During a critical moment in the conquests of Alexander the Great, he issued a surprising order: Alexander announced to his men that there would be a grand wedding between the highest-ranking officers of the Macedonian army and the captured Persian noble women at the capital city of Susa, in 324 BCE. His successors and their wives are named, and 80 or so officers of high rank were given noble Persian wives as well. All soldiers received monetary gifts to celebrate or settle debts [Arr. 4.4-6]. Most of these unions at of the mass wedding at Susa did not last very long, yet there was one exception: the marriage between Seleucos I Nikator (more about him here) and his wife Apama. In this first part of the series on Hellenistic Women, Zofia Guertin – from the archaeoartist blog, art and website as well as the Two Friends Talk History Podcast – tells us more about the first queen of the Seleucid dynasty.
The mass wedding at Susa is a curious event and to understand why Alexander the Great was playing match-maker, it is worth considering what transpired leading up to this epic wedding party. Following Alexander’s conquest of the Punjab and Indus valley where his armies carried out brutal occupation tactics from 327-325 BCE, Alexander was met with the first real resistance from his men at the Hyphasis River in 326 BCE: the soldiers had had enough and would go no further Half of the army was sent to Susa with Nearchus by sea, the other half followed Alexander through the Gedrosian desert (south-west Pakistan), inland from the ocean. This 60-day march cost the lives of 12,000 soldiers as wells as livestock, camp followers – with wives and children among them – and many of the captured goods. Early the next year, Alexander sent 10,000 Macedonian veterans home with Craterus, to be replaced by new levies of men. Not only was there a need for new blood but some new ways of connection were necessary to this area which was shaping up as the new center of his power. Alexander’s soldiers had come a long way and their hopes to return home one day were not necessarily helpful. Sensing the way the wind was blowing, Alexander planned a great wedding to ensure some further incentives for his men to stay with him in the empire he was creating.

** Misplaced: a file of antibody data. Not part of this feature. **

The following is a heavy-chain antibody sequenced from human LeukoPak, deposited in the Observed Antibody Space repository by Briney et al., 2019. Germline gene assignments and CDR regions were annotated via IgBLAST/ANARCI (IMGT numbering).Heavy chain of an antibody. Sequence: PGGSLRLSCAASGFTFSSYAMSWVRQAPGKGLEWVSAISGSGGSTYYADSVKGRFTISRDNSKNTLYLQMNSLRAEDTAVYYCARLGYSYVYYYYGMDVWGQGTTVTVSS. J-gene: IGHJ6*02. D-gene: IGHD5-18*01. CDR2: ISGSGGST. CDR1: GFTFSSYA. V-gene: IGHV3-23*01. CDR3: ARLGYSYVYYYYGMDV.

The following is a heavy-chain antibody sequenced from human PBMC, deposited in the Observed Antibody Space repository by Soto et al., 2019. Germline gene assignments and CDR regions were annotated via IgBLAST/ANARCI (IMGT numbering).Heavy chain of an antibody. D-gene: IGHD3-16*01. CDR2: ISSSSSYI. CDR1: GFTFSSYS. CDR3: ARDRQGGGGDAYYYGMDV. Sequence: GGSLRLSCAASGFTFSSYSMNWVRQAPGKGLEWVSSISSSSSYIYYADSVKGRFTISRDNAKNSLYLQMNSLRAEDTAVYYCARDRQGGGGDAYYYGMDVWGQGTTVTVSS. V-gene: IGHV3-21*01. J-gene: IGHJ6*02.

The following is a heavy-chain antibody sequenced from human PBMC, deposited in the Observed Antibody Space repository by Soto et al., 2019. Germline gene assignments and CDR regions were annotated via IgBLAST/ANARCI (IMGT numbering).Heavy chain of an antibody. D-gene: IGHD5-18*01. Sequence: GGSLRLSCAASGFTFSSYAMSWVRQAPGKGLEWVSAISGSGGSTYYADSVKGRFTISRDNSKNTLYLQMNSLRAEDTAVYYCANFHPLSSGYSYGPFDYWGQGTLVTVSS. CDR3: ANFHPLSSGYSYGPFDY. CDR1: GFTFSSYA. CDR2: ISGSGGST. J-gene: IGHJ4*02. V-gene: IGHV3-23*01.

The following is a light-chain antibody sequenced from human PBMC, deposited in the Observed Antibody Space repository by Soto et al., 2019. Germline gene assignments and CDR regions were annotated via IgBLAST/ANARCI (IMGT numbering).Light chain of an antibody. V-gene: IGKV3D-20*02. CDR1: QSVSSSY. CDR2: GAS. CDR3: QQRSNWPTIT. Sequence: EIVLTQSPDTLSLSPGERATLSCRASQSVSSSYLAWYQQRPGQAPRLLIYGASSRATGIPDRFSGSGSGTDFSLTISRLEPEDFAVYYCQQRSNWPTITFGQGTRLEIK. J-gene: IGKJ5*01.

The lavish ceremony at Susa was a pragmatic approach to create bonds between the conquerors and their territories. One of his most trusted generals, Seleucus I, was married to the Bactrian-Sogdian noblewoman, Apama. Arrian tells us that Apama was one of the daughters of Spitamenes, who had originally opposed Alexander and his forces, and was killed by nomadic allies with his head being sent to Alexander as a peace offering. Alexander married daughters of Darius and Artaxerxes to solidify himself as the incontestable ruler of the Persian empire, though this did not last long. With his death the following year, the conquered territories were split between the most powerful of his Successors, Seleucus being one of them. He took control over all of the eastern part of Alexander’s empire, founding the Seleucid dynasty. Unlike all of his former colleagues, he kept his Iranian wife, Apama.